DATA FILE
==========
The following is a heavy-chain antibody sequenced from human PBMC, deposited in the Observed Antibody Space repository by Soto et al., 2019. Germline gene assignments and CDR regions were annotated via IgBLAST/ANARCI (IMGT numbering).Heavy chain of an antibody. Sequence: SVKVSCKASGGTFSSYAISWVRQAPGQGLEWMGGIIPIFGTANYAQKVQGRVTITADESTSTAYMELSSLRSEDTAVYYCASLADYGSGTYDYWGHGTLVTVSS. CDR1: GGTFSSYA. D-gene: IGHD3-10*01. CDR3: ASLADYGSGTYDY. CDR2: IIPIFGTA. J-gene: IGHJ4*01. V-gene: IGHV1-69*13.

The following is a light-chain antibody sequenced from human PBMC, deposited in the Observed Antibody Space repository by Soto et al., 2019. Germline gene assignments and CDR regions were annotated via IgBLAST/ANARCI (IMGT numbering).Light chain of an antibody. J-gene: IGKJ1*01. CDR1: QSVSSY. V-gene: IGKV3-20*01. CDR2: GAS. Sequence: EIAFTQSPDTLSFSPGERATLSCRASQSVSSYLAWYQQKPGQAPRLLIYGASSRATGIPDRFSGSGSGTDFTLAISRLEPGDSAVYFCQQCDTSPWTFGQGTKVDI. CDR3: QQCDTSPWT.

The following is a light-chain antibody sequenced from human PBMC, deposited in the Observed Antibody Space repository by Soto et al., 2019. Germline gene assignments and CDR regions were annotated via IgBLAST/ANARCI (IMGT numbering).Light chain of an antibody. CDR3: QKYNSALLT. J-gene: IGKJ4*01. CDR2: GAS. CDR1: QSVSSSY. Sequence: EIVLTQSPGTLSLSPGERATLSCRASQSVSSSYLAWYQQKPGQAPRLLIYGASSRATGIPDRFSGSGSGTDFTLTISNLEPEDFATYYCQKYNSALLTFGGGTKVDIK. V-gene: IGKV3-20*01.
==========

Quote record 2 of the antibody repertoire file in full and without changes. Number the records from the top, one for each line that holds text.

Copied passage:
The following is a light-chain antibody sequenced from human PBMC, deposited in the Observed Antibody Space repository by Soto et al., 2019. Germline gene assignments and CDR regions were annotated via IgBLAST/ANARCI (IMGT numbering).Light chain of an antibody. J-gene: IGKJ1*01. CDR1: QSVSSY. V-gene: IGKV3-20*01. CDR2: GAS. Sequence: EIAFTQSPDTLSFSPGERATLSCRASQSVSSYLAWYQQKPGQAPRLLIYGASSRATGIPDRFSGSGSGTDFTLAISRLEPGDSAVYFCQQCDTSPWTFGQGTKVDI. CDR3: QQCDTSPWT.